For the person familiar with the New Testament, the answer to the question “What is a Gospel?” might seem obvious: a Gospel is one of the four writings in the New Testament that describe the life and teachings of Jesus of Nazareth. That answer is true, but it is not sufficient because it does not tell us what kind of writings the Gospels are. Furthermore, it limits the term gospel to the New Testament writings alone. The Greek word euangelion, translated as “gospel,” means “good news.” This word was used among the ancient Greeks for the announcement of military victories or other instances of good fortune. Inscriptions from the Roman imperial period apply the word euangelion to the life and activities of the emperor. The Priene inscription of 9 BCE, for example, declares that the birthday of Caesar Augustus was for the world “the beginning of his good messages [or 'good news'].”4
        For the early Christians the story of Jesus was the “good news” that they proclaimed to the world. In the New Testament, particularly in the writings of Paul, euangelion is used to describe the message about Jesus that was the content of the church's preaching and teaching. The Gospel of Mark, for example, opens with the statement, “The beginning of the good news (euangelion) of Jesus Christ.” When written works describing the life and teachings of Jesus began to appear, the word euangelion was a fitting designation for these works. In this way the word gospel came to be used to describe certain writings that circulated in the Christian communities.
        An examination of the various works labeled “gospels” in the early church reveals that the term was applied to works with widely differing forms and contents. Some “gospels,” like the four in the New Testament, are primarily narrative works, containing stories about Jesus and his teachings. Other “gospels,” such as the Gospel of Thomas, are collections of sayings attributed to Jesus, with little or no narrative material connecting the sayings. Are all of these works appropriately designated “gospels”?
        On that question scholars disagree. Some scholars argue that the canonical Gospels should define the characteristics of the gospel genre. Those who follow this approach often conclude that gospels are narratives that provide information about the life, teachings, and activities of Jesus of Nazareth. One recent definition of the genre of the canonical Gospels, for instance, states, “A Gospel is a narrative, fashioned out of selected traditions, that focuses on the activity and speech of Jesus as a way to reveal his character and develops a dramatic plot that culminates in the stories of his passion and resurrection.”5 This definition virtually eliminates any of the noncanonical gospels from being considered as authentic gospels. Some are excluded because they are not narratives but collections of sayings or dialogues (such as the Gospel of Thomas and the Gospel of Mary); others are excluded because even though they contain narrative materials they focus only on one aspect of the life of Jesus rather than on his entire life and death. Examples of the latter type would be the Infancy Gospel of Thomas and the Protoevangelium of James. In chapter 7 of this book we will raise again the question of the appropriateness of the term gospel for these works that are not a part of the canon and discuss the contents of some of them. Because the focus of our study, however, is the canonical Gospels, we will concentrate on the use of the word gospel as it applies to them.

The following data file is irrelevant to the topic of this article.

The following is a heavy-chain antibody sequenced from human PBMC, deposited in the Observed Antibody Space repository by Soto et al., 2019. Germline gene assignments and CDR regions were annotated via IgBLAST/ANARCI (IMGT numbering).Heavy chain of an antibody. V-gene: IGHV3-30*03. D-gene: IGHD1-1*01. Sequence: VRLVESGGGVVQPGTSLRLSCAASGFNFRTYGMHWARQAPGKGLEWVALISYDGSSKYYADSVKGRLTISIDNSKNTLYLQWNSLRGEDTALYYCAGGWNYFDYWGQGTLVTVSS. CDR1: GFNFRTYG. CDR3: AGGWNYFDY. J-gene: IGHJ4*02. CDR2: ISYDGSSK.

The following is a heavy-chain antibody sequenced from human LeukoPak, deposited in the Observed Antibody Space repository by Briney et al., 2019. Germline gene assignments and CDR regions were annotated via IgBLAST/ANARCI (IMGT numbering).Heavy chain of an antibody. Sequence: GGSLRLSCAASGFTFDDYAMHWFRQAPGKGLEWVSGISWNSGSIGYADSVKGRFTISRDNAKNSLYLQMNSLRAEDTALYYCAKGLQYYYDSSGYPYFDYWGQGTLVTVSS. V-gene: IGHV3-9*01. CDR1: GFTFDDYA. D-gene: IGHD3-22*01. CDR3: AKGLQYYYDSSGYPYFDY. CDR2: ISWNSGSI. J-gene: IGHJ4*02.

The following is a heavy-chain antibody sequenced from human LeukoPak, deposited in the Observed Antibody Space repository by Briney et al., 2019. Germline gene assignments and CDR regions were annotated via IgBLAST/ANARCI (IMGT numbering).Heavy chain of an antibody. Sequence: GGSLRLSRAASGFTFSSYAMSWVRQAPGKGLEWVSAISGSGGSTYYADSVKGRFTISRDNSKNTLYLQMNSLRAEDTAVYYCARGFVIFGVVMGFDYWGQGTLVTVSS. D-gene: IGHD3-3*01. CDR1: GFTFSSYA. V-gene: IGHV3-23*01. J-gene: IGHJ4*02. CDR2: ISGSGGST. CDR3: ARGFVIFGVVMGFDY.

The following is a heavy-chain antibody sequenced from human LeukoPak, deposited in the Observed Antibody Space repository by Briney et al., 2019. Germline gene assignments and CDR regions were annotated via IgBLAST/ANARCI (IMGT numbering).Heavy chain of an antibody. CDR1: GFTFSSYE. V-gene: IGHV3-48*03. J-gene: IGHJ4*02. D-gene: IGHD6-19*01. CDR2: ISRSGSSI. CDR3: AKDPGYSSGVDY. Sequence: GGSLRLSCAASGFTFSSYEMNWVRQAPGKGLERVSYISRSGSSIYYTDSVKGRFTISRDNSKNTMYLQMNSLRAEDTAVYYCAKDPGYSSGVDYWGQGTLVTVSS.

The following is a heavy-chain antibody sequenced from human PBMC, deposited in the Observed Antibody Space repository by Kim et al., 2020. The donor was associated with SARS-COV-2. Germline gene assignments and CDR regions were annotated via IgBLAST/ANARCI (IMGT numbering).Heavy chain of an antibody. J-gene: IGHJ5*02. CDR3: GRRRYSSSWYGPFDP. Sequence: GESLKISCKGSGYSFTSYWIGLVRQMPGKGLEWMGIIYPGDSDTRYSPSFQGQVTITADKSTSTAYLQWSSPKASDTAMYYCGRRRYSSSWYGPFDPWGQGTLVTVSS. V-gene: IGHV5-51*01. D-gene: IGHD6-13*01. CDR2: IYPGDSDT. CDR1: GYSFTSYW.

Precritical reading of the Gospels viewed them as historical writings about Jesus or as biographies of Jesus. Such readers assumed that the material in the Gospels was historically accurate and that the task of the Gospel writers had been to transmit faithfully the historical details about the life and teachings of Jesus. According to this view, the writers exercised very little creative control over the works they produced. With the rise of new approaches to the study of the Gospels in the twentieth century, scholars began to reach new conclusions about the Gospels. Using the approach of source criticism, scholars demonstrated that the Gospels were not created ex nihilo (out of nothing) but were dependent upon earlier source materials. Form criticism revealed that behind the written Gospels stood oral traditions that circulated in set forms or patterns and that became the basis for much of the Gospels. Redaction critics discovered that the Gospel writers were not merely collectors and transmitters of traditions they had received, but were also creative editors (redactors), who arranged, altered, and shaped the traditions in order to present a particular understanding of Jesus and his teachings. In other words, scholars began to recognize that the Gospels were not simply historical accounts, but were a special type of literature.